A successful pilot scholarship program, which has enabled underprivileged girls in
Kampong Cham province to attend one of 13 lower-secondary schools, is under threat
because of a drastic cut in funding.
And although the government plans to launch a similar nationwide program in September
as part of its Education For All scheme, critics are eyeing it with skepticism. They
fear that girls in the current scheme will lose out.
"Education is very important to me," said Chun Li Da, a 17-year-old scholarship
student at Prey Toteung Junior High School. "My parents expect that when I grow
up with this good education, I will be able to get a good job to help my family."
Under the scheme, about 1,100 girls aged between twelve and 18 have been able to
attend grades seven to nine in provincial schools. The scholarship program manager,
Ma Chan Sopheap, said the success rate was currently 90 percent, with 450 more girls
due to start in September 2003. Over 1,000 applications were received.
The annual cost per student is about $80 for a basic scholarship and $230 for a room
and board scholarship. Kampuchean Action for Primary Education (KAPE), a local NGO,
helped to raise funds and form education strategies.
A large part of the funding over the past three years has come from USAID. But KAPE's
senior technical advisor, Kurt Bredenberg, said that was likely to be discontinued-he
believed USAID would be unlikely to continue funding this program once the new government
program was in place. Another concern is that the program could lose its funding
if the US carries out its threat to withdraw support if the July election is not
deemed free and fair.
Under the new national scholarship program, families will get $49 in cash per student.
That, said Bredenberg, was a change in distribution. The current scheme is funded
by "payments in kind", including a bicycle, uniform, tutoring fees and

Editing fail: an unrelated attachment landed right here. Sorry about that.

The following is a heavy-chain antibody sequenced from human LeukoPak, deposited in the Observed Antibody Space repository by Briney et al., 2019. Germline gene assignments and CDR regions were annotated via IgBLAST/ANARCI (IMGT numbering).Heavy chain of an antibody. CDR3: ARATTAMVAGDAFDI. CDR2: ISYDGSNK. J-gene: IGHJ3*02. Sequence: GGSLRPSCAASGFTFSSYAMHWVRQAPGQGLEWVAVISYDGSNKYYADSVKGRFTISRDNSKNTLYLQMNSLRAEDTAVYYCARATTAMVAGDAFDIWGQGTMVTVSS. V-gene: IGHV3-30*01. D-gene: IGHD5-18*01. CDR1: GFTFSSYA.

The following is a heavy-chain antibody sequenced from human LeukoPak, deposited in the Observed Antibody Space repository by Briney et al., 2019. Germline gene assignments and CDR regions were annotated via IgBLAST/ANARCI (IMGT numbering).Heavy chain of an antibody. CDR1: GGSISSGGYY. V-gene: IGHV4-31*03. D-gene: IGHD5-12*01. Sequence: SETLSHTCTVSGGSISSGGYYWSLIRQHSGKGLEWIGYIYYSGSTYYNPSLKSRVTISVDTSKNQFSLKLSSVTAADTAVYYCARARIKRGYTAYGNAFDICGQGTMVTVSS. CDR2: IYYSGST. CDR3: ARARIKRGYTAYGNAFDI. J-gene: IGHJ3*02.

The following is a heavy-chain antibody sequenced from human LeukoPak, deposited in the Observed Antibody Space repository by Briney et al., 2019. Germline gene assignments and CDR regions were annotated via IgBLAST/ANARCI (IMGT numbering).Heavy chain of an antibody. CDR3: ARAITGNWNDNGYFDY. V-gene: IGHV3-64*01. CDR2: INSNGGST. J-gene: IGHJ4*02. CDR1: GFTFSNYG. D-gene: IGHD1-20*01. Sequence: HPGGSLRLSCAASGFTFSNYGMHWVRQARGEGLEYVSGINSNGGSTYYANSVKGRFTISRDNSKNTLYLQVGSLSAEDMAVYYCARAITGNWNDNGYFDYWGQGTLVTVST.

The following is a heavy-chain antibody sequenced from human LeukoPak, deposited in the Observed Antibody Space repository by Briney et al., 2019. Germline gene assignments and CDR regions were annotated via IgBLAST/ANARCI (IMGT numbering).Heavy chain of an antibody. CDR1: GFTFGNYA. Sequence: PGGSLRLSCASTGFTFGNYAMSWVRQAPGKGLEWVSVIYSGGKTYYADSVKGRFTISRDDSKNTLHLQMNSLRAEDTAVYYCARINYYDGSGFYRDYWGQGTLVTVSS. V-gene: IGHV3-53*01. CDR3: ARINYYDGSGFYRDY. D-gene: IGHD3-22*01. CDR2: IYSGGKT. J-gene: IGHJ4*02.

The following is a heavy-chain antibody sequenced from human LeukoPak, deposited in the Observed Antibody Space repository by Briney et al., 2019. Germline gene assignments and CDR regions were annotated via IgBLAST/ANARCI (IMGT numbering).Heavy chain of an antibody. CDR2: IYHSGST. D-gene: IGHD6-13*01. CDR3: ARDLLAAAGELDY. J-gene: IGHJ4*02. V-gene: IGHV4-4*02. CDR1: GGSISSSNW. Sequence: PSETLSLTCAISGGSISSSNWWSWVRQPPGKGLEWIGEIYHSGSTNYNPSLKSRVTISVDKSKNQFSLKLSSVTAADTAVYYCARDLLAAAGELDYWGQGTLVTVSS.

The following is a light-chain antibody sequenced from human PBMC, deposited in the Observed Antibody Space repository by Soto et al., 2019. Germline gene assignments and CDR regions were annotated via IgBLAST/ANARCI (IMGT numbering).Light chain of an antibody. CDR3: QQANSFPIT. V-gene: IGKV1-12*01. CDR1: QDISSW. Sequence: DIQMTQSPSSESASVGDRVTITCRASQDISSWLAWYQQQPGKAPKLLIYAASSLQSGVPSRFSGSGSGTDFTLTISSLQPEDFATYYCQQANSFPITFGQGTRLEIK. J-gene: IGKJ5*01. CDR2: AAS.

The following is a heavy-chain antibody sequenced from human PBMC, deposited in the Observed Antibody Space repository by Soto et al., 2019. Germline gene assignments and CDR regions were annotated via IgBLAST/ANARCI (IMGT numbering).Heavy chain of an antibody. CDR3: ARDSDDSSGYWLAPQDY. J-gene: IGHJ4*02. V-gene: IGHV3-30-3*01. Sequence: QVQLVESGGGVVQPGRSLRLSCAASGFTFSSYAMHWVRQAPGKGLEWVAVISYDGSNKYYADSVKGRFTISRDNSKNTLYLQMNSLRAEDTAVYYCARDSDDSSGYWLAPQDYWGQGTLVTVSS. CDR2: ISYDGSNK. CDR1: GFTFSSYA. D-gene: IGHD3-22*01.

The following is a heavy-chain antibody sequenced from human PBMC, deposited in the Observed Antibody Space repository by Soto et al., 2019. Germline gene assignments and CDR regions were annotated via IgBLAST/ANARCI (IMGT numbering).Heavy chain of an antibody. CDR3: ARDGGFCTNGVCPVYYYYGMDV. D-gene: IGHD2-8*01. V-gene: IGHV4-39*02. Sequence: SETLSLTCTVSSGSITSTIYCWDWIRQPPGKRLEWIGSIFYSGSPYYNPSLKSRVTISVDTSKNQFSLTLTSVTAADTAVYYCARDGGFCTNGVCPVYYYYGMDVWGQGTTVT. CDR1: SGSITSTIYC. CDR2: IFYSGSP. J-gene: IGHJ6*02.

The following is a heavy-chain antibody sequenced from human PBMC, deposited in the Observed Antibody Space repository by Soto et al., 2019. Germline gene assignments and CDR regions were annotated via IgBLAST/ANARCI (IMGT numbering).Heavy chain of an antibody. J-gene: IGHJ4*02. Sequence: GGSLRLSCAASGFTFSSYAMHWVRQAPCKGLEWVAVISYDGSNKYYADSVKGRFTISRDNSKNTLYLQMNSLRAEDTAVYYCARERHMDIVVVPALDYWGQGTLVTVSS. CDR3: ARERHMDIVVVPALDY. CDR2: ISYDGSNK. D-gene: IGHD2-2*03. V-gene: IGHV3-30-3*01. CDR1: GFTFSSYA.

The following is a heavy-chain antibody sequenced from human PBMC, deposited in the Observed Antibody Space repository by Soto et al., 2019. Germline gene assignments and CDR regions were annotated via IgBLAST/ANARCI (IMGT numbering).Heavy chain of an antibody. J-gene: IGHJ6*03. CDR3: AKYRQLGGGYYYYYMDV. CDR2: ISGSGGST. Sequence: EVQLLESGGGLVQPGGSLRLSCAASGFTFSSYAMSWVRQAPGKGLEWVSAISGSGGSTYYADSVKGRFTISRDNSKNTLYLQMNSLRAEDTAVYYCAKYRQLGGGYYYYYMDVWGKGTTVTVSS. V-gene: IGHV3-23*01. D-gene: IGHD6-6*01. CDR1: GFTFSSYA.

He said it would be natural for the cash to be absorbed by the family instead of
being spent on their daughter's education.
"There are a lot of problems with money in our government," he said of
other concerns. "It leaks. It always leaks and if it doesn't, it doesn't get
to the schools on time."
Another change is that the government initiative will be available to boys and girls.
Bredenberg said the scholarship program was originally set up as "girls are
much worse off". He fears that girls will be sidelined again if parents give
priority to educating their sons under the national scheme.
Sot Sim, director of Prey Toteung Junior High, said the scholarships had allowed
the girls to develop their potential, despite their ongoing struggle with poverty.
Sim stressed the program was honoring Article 68 in the Constitution, which states
that everyone should have a basic education-Grades One to Nine.
"The scholarship is very important for these girls when their parents [suffer]
such poverty," said Sim. "Previously they had no chance to go on to lower-secondary
school. The scholarships benefit the girls who have never before had any opportunities."
Teacher Chin Phannee said the students had become more self-confident and ambitious.
Sopheap, the scholarship manager, noted that one of the biggest challenges of the
program was showing parents the importance of their daughter's education.
"At first, parents aren't really clear about what the goal is. They focus on
the material [aspects] like the bicycle and the uniform," she said. "Eventually
we count on parents to encourage their daughter's education."
The program also makes use of female role models to show the benefits of educating
girls: there are two women on Prey Toteung's six-strong monitoring committee. It
measures the scheme's success by meeting parents, examining dropout rates, and talking
regularly with the students.
Horn Sokheoun, 34, the mother of 18-year-old student Horn Sokha, harvests fruit from
sugar palm trees for a living. She wants a different life for Sokha and is willing
to make sacrifices.
"I am very thankful for the scholarship," she said. "We're willing
to struggle to keep Sokha in school. It's very difficult for us-my husband is sick-but
Sokha's education is very important. My education is very poor and I'd like my daughter
to have a better education than me."